I ask students to begin to work on this problem with a partner. I encourage them to work together to set up an equation that could be used to solve this problem (MP1). I intend for my students to base their equation on the exponential growth model we have studied inprevious lessons. Once students produce their equations, I will ask them to estimate values for x and then try to use guess and check to determine a solution. Once students have had some time to think, I plan to inform them that there is a way to solve this equation by graphing (if they have not thought of this themselves).
I will begin by reminding students that two sides of an equation can be thought of as different functions (A.REI.11). If we take this approach, we can then graph both functions and determine the point of intersection by visual inspection. In this case, the two functions can be written as f(x)=100,000 and g(x)=79,918(1.06)^x. After discussing this, I will ask my students to graph the functions on their graphing calculators (or using Desmos graphing software -- see solving_exponential_equations_solution).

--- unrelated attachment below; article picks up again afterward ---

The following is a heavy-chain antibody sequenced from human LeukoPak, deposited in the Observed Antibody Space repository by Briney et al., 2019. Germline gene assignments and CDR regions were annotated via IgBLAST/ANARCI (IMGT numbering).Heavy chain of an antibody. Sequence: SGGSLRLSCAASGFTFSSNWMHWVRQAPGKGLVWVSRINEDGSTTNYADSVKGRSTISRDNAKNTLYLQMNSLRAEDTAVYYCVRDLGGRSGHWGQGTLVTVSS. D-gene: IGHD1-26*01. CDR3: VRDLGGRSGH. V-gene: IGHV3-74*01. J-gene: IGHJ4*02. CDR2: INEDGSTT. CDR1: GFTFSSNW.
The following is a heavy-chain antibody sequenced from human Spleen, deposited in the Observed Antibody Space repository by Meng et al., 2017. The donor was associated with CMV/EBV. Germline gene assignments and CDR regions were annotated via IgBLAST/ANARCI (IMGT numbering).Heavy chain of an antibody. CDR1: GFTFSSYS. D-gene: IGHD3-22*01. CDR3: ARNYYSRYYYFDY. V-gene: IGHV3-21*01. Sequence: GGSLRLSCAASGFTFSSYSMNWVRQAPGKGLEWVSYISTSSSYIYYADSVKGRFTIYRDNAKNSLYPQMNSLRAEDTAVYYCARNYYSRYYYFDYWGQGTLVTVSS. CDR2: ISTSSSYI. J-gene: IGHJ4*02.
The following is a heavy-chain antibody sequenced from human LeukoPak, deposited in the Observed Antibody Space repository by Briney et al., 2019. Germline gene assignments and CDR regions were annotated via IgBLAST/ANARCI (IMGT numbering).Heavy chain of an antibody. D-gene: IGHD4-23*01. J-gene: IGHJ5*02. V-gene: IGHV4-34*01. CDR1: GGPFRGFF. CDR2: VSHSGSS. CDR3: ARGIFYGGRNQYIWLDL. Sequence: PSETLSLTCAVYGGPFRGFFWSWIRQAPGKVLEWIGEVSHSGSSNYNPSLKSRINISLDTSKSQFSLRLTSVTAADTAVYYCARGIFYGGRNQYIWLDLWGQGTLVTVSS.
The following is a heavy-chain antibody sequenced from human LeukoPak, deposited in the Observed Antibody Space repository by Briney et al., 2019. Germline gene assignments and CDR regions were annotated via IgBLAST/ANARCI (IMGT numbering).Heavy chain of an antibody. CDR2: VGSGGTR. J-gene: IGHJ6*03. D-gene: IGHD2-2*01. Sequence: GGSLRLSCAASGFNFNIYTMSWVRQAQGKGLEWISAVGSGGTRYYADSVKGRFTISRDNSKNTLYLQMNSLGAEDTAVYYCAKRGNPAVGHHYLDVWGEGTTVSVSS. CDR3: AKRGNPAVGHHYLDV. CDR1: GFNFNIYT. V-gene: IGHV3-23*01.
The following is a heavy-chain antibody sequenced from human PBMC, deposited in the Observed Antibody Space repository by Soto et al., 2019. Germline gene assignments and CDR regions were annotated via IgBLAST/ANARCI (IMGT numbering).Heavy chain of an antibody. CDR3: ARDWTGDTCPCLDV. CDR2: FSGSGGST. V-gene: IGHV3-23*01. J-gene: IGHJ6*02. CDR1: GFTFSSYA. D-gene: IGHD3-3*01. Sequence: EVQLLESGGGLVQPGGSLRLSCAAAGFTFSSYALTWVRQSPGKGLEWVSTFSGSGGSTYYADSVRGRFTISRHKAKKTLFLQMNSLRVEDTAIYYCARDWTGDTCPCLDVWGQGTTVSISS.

Using Solve_Exponential_Equations_Practice, students will be able to practice what they have learned so far. For this activity, I will ask my students to work with a partner. I will encourage them to focus on being precise and supporting each other with respect to this mathematical practice (MP6). I will also require my students to check each answer by testing their answer in the original equation. This practice will be especially valuable for equations that have non-integer answers.
Questions 1 to 6 require students to solve an equation by recognizing the power that would make the equation true. If they are stumped, students can also make a list of powers until they reach the correct result. For example, for 3^x=81 students could make a list of powers of three 3, 9, 27, 81 and determine that the correct value for x is 4 (x = 4).
The final three questions require students to reason about the value of the exponent before graphing the two equations and finding the point of intersection. I make sure to clearly state these instructions to my students. I think that it is important for them to make a prediction about the value of the exponent by reasoning before working on an exact answer. Mathematically proficient students reason about the solution in many different ways to ensure it is the correct one (MP6).
This Ticket out the Door is an application problem that students will have to read and make sense of (MP1). I plan to examine the student work closely to determine which parts of the question my students are able to complete:
- writing the equation
- breaking the equation into two functions
- graphing the functions
- finding the point of intersection
Students can estimate the value by raising 1.08 to various powers to determine how quickly it is growing and how long it will take to reach a value of 2. They can then graph the two functions to find the exact number of years (9.006 years).